Show moreWireless sensor and actor networks (WSANs) are distributed systems of sensor nodes and actors that are interconnected over the wireless medium. Sensor nodes collect information about the physical world and transmit the data to actors by using onehop or multihop communications. Actors collect information from the sensor nodes, process the information, take decisions and react to the events.This dissertation presents contributions to the methods of routing, localization and positioning in WSANs for practical applications. We first propose a routing protocol with service differentiation for WSANs with stationary nodes. In this setting, we also adapt a sports ranking algorithm to dynamically prioritize the events in the environment depending on the collected data. We extend this routing protocol for an application, in which sensor nodes float in a river to gather observations and actors are deployed at accessible points on the coastline. We develop a method with locally acting adaptive overlay network formation to organize the network with actor areas and to collect data by using localitypreserving communication.We also present a multihop localization approach for enriching the information collected from the river with the estimated locations of mobile sensor nodes without using positioning adapters. As an extension to this application, we model the movements of sensor nodes by a subsurface meandering current mobility model with random surface motion. Then we adapt the introduced routing and network organization methods to model a complete primate monitoring system. A novel spatial cutoff preferential attachment model and center of mass concept are developed according to the characteristics of the primate groups. We also present a role determination algorithm for primates, which uses the collection of spatialtemporal relationships. We apply a similar approach to human social networks to tackle the problem of automatic generation and organization of social networks by analyzing and assessing interaction data. The introduced routing and localization protocols in this dissertation are also extended with a novel three dimensional actor positioning strategy inspired by the molecular geometry. Extensive simulations are conducted in OPNET simulation tool for the performance evaluation of the proposed protocols.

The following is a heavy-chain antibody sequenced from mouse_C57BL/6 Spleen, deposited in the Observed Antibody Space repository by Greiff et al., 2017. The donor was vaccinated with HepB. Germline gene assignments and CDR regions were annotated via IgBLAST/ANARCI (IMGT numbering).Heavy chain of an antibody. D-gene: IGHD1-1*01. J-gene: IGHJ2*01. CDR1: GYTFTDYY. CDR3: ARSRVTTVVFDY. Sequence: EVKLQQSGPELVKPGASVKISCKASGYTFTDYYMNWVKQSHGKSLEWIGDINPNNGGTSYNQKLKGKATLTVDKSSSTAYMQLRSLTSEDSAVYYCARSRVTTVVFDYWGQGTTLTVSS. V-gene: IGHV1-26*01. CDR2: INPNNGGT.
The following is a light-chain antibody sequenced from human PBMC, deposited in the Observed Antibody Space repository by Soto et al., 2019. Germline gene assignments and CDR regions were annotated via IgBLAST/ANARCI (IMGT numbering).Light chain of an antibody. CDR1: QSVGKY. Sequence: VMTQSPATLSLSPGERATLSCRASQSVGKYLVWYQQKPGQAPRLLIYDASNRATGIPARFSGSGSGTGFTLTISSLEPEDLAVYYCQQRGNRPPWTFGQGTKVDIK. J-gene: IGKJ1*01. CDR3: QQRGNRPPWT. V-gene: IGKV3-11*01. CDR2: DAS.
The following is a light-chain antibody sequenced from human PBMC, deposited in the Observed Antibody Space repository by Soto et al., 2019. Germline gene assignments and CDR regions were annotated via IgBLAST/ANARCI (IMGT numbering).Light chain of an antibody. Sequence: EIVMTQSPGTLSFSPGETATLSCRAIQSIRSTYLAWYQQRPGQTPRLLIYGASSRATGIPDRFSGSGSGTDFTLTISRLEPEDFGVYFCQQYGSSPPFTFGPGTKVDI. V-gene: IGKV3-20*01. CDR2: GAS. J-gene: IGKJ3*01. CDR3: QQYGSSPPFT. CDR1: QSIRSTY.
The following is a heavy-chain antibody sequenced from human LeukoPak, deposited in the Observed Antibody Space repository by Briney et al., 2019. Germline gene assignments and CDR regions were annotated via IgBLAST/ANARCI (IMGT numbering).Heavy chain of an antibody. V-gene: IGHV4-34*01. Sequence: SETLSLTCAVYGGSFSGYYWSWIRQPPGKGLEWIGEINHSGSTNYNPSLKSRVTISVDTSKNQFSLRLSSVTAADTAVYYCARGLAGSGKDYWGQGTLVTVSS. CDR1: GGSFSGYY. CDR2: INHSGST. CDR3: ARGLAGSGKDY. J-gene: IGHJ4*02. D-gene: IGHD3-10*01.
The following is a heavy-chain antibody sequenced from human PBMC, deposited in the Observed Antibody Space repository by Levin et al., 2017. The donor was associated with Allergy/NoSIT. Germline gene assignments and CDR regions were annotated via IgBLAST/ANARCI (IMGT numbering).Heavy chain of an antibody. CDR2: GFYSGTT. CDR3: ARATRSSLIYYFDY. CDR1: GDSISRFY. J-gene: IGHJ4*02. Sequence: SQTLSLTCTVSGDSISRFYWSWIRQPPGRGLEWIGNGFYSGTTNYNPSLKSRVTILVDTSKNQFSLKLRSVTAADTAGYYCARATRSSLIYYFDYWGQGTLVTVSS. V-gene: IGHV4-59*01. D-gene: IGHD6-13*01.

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Date Issued

2013

Identifier

CFE0005292, ucf:50564

Format

Document (PDF)

PURL

http://purl.flvc.org/ucf/fd/CFE0005292